Battery disposal is always tricky business. There are so many different kinds and they tend to be made of metal, which would suggest some recycling is in order, but on the other hand, they also tend to be full of all kinds of potentially hazardous chemicals that could make them unsuitable for that or even regular disposal.
It’s always best to consult with your local waste management service to learn the best and safest way to deal with dead batteries. One thing they will certainly not advise is putting them in plastic soft drink bottles and chucking them in canals, and yet that’s what one 23-year-old man in Fukuchiyama City, Kyoto Prefecture decided to do.
At about 4:30 a.m. on July 5, the suspect was spotted throwing a 1.5-liter plastic drink bottle filled with AA batteries in an agricultural canal. Police arrested him on suspicion of violating the Waste Management Law. The authorities also suspect he is responsible for 20 other bottles, filled with about 100 batteries each, found in the same canal since May of this year.
▼ A news report showing the discarded bottles and canal
During questioning, the suspect said that he was using a mobile phone charger that ran on AA batteries and was burning through 40 to 50 a day to keep his phone working. He also said that he had trouble disposing of them at home because he wasn’t sure how to do it.
While police figure out what to do with this industrial strength litterbug, readers of the news online were left wondering what this guy was up to that could possibly result in this situation.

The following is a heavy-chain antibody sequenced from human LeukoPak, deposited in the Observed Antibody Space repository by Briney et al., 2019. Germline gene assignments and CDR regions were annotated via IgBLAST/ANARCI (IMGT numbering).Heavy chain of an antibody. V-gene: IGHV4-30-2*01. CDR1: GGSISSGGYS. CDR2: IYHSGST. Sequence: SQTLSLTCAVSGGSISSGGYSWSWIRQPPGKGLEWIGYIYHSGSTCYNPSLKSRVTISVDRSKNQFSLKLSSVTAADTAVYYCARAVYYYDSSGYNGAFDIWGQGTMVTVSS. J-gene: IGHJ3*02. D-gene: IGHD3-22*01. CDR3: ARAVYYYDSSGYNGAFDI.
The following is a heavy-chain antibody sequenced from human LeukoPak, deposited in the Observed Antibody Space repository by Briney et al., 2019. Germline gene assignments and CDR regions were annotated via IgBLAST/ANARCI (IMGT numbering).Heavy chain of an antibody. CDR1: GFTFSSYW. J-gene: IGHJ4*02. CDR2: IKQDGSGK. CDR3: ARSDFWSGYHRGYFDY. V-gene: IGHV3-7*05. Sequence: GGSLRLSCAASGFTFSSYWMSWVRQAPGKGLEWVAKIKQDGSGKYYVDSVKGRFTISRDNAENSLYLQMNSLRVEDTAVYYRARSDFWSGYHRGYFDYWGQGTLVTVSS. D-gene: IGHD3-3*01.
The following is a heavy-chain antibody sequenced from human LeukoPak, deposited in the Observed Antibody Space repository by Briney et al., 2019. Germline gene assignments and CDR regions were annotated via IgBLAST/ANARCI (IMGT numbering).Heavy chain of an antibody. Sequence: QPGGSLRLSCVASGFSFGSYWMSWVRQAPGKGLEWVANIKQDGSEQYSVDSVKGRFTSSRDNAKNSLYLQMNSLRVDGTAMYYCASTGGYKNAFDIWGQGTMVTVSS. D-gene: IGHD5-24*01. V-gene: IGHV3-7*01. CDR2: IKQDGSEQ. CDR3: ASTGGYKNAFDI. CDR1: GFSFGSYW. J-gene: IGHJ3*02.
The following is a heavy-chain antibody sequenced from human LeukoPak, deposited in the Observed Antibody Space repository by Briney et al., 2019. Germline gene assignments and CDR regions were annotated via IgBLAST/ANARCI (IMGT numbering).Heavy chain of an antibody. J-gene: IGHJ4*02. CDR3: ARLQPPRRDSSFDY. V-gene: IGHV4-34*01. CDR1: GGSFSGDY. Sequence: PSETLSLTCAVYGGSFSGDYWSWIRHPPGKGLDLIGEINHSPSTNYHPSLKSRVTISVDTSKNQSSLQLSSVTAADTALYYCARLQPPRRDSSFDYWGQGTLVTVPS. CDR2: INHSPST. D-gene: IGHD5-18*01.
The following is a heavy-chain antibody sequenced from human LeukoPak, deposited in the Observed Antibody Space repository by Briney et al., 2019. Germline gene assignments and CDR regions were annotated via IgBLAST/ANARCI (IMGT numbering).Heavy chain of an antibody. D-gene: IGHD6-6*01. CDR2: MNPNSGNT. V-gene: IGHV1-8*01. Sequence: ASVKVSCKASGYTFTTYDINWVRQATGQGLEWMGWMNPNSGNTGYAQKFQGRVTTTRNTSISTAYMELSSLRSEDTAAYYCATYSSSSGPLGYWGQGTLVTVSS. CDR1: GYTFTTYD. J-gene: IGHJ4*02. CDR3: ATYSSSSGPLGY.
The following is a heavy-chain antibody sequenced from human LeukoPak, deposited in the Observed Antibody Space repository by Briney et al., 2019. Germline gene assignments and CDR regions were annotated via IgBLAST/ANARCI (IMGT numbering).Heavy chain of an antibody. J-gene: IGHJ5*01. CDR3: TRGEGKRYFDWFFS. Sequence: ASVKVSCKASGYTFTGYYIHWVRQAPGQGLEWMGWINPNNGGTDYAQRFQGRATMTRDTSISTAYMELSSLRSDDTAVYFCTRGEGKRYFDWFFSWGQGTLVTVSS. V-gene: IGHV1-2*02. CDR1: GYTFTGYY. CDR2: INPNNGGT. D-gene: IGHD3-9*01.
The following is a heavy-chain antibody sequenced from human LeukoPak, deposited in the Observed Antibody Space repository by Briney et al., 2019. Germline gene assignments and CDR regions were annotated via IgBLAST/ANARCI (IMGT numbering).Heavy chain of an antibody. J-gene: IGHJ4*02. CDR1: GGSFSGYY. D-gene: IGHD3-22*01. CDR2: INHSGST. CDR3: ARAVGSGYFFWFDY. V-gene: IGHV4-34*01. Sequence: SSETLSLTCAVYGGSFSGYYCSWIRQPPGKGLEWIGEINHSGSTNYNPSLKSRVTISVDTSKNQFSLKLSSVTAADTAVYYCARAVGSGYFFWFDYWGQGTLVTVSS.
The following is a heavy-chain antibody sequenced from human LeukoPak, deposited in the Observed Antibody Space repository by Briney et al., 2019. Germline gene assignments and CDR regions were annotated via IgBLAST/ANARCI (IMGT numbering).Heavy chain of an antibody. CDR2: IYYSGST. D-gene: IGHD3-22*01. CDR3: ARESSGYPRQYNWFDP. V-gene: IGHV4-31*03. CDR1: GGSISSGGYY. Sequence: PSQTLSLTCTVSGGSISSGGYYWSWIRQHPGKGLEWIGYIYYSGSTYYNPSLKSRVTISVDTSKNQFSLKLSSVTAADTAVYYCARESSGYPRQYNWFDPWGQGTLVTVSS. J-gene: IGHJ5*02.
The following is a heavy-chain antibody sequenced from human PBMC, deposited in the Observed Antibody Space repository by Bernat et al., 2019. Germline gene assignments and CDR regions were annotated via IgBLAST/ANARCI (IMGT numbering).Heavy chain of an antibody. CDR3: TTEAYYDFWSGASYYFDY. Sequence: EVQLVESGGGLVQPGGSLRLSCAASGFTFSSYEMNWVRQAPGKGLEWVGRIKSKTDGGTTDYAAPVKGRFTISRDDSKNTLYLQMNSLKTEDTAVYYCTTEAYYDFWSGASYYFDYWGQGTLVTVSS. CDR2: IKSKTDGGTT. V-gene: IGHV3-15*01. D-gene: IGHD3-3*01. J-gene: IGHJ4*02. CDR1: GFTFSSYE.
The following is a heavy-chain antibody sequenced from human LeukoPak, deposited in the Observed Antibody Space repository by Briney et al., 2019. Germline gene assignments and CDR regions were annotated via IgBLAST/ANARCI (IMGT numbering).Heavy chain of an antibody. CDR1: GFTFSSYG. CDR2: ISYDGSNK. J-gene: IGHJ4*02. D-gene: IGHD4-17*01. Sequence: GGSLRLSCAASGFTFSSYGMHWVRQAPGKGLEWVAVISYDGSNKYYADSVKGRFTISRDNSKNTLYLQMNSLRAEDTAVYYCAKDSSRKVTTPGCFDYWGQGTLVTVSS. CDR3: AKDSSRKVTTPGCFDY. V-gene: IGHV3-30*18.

“That doesn’t make sense.”
“He’s never near an outlet?”
“I remember going through a whole bunch of AAs with my Game Boy.”
“Is his home prone to blackouts?”
“He didn’t seem to think this through very well.”
“This person seems very reluctant to learn new things.”
“I wonder what game he was playing on his phone.”
“How much money was he going through?”
“Even if he buys batteries for 100 yen, it still horrible cost performance.”
In Japan AA batteries are widely sold in 100-yen shops, sometimes in packs of up to 12 for just 110 yen. However, as you can probably imagine, they usually aren’t the highest quality and tend to die quickly. This might explain why the suspect was going through them so quickly, when he might actually spent less money if he’d bought more expensive ones that last longer.
Besides all that, there are also portable charger rental services widely available all over Japan these days that would be a fraction of the cost this guy was paying, and completely eliminate the chances of resorting to criminal activity.
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